Noninvasive Evaluation of Myelodysplastic Syndrome in Patients with Unexplained Anemia

SUMMARY: It is estimated that in the US approximately 13,000 people are diagnosed with MyeloDysplastic Syndromes (MDS) each year. The prevalence has been estimated to be from 60,000 to 170,000 in the US. MyeloDysplastic Syndromes are a heterogenous group of stem cell disorders characterized by marrow failure resulting in cytopenias, mainly symptomatic anemia, with associated cytogenetic abnormalities, and abnormal cellular maturation with morphologic changes in clonal cells. Majority of the individuals diagnosed with MDS are 65 years or older and die as a result of infection and/or bleeding, consequent to bone marrow failure. About a third of patients with MDS develop Acute Myeloid Leukemia (AML).

Elderly patients with mildly symptomatic anemia (macrocytic anemia) or pancytopenia are initially evaluated for B12, folate and iron deficiency, as well as hypothyroidism and hemolysis. The next recommended test for unexplained anemia is bone marrow examination, which is the current gold standard for diagnosis of MDS. However, this procedure is invasive and can be painful, and is occasionally associated with infectious and bleeding complications. For these reasons, many patients and their physicians may avoid this procedure, potentially delaying access to effective treatments.

The researchers in this study developed a noninvasive algorithm, to help diagnose or exclude MDS, without bone marrow evaluation. To develop this web-based app, 502 patients diagnosed with MDS based on bone marrow evaluation were randomly selected from the European MDS registry and this sample was combined with 502 controls with unexplained anemia, aged 50 years and older, who had normal findings on bone marrow evaluation. Patients with bone marrow involvement as a part of a hematological or other disease or with any degree of bone marrow dysplasia could not serve as controls. The authors using a logistic regression model were able to classify patients into 1 of 3 categories: probable MDS, probably not MDS, and indeterminate. The initial model that was developed by the researchers was further improved using the new Gradient-Boosted Models (GBMs), adding more variables based on their known association with MDS. They included 10 routinely measured and readily available demographic, clinical, and laboratory variables such as Age, Sex, Hemoglobin, White Blood Cell count, Platelet count, Mean Corpuscular Volume, Neutrophils, Monocytes, Glucose, and Creatinine, as well as including more patients. A web app was developed that would help clinicians diagnose, and more importantly rule out MDS noninvasively, without bone marrow examination.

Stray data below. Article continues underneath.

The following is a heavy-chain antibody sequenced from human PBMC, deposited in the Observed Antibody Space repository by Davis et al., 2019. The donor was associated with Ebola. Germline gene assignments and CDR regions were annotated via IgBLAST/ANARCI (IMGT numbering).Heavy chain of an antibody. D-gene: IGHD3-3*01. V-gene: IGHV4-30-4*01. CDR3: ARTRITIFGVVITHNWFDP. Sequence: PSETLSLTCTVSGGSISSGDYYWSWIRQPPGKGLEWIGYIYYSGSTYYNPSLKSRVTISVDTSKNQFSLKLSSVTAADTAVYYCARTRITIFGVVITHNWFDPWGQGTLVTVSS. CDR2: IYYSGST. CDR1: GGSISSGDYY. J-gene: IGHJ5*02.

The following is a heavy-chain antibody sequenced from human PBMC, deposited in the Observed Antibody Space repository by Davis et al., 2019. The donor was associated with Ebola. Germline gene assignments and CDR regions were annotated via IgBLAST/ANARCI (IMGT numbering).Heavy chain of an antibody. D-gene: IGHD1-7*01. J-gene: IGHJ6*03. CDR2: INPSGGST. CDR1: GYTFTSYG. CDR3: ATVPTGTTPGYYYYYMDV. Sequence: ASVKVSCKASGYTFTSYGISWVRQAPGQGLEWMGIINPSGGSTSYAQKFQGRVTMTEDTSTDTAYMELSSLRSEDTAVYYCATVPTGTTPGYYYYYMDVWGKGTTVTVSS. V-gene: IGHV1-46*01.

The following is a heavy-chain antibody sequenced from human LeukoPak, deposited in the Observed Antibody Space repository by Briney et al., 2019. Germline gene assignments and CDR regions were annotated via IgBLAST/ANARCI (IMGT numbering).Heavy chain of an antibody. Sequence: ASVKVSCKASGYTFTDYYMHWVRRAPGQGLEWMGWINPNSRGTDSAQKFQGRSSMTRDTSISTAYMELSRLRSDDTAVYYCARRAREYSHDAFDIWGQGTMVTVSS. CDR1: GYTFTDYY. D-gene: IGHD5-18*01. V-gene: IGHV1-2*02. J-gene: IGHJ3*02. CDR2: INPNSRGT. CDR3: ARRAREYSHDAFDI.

The researchers then calculated Positive Predictive Values and Negative Predictive Values assuming a 20% prevalence of MDS within the population of patients to which the model would be applied in practice (patients with unexplained anemia, in whom other causes of anemia have been excluded, who would likely undergo bone marrow examination in clinical practice). Approximately 90% of the MDS patients had anemia, about 35-40% of them had neutropenia, thrombocytopenia or bicytopenia, and about 15% had pancytopenia, all according to WHO criteria. Using the more severe cytopenia criteria as would be used for the International Prognostic Scoring System (IPSS) score, about 50% of MDS patients were severely anemic, about 20-25% of patients were neutropenic, thrombocytopenic, or bicytopenic, and 5% were pancytopenic.

It was noted that this tool was reliably able to separate patients with and without MDS. This model had a sensitivity of 88% and specificity of 95%. In this patient population with unexplained anemia, probable MDS and probably not MDS could be determined in 86% of patients, leaving it to the patient and the physician to discuss whether the bone marrow evaluation should be performed in the indeterminate group, to make the definitive diagnosis. The researchers also determined the robustness of this model in patients with neutropenia, thrombocytopenia, as well as in those with bicytopenia and pancytopenia. It was noted that the predictive model continued to be reliable, especially in its ability to rule out MDS in almost all of these categories, with Negative Predictive Values all above 90% and relatively narrow 95% Confidence Intervals (CIs). Moreover, the lower boundaries of the 95% CI were all above 90%. However, when it came to making a diagnosis of MDS, the accuracy was somewhat diminished. The researchers attributed this to smaller number of patients in these groups, and further added that patients with multiple cytopenias should have bone marrow evaluation, irrespective of the model prediction. Based on this algorithm, the researchers developed a web-based predictor calculator which would serve as a practical tool for clinicians. The limitations of this algorithm are that morphology, blast percentage, genetics, and cytogenetics have not yet been integrated into the model.